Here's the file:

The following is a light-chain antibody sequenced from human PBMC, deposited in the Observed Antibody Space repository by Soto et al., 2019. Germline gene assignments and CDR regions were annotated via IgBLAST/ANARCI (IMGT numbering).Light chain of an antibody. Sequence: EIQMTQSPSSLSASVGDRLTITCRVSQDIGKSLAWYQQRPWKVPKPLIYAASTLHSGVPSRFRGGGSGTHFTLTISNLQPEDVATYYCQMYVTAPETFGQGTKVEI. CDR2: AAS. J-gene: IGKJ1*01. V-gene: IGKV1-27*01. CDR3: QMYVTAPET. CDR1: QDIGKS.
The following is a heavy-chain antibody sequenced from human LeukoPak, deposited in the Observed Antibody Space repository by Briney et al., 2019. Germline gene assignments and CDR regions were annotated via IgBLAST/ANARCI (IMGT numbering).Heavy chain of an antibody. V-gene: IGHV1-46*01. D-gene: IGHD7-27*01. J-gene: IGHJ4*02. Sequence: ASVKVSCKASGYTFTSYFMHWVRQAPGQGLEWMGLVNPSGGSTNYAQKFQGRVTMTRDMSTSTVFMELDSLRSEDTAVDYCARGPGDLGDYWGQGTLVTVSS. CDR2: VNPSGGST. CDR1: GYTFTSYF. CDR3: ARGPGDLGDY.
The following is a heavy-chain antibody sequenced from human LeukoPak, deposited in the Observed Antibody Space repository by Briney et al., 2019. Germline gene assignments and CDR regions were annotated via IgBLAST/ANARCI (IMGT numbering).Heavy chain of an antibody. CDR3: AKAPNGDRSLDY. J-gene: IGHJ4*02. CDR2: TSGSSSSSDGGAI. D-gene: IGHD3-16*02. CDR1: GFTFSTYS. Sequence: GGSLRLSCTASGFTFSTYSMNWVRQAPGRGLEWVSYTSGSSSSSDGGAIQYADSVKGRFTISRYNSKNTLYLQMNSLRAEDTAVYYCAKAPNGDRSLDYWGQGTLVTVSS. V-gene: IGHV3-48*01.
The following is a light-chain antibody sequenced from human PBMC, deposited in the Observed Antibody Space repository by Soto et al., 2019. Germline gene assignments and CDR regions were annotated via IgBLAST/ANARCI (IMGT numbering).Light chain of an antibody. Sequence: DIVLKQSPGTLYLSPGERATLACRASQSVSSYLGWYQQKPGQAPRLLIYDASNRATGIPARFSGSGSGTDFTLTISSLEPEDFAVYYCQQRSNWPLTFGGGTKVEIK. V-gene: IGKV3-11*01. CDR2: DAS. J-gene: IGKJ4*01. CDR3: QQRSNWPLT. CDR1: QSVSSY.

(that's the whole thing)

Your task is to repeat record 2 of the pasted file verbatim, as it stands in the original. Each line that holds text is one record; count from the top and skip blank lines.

The following is a heavy-chain antibody sequenced from human LeukoPak, deposited in the Observed Antibody Space repository by Briney et al., 2019. Germline gene assignments and CDR regions were annotated via IgBLAST/ANARCI (IMGT numbering).Heavy chain of an antibody. V-gene: IGHV1-46*01. D-gene: IGHD7-27*01. J-gene: IGHJ4*02. Sequence: ASVKVSCKASGYTFTSYFMHWVRQAPGQGLEWMGLVNPSGGSTNYAQKFQGRVTMTRDMSTSTVFMELDSLRSEDTAVDYCARGPGDLGDYWGQGTLVTVSS. CDR2: VNPSGGST. CDR1: GYTFTSYF. CDR3: ARGPGDLGDY.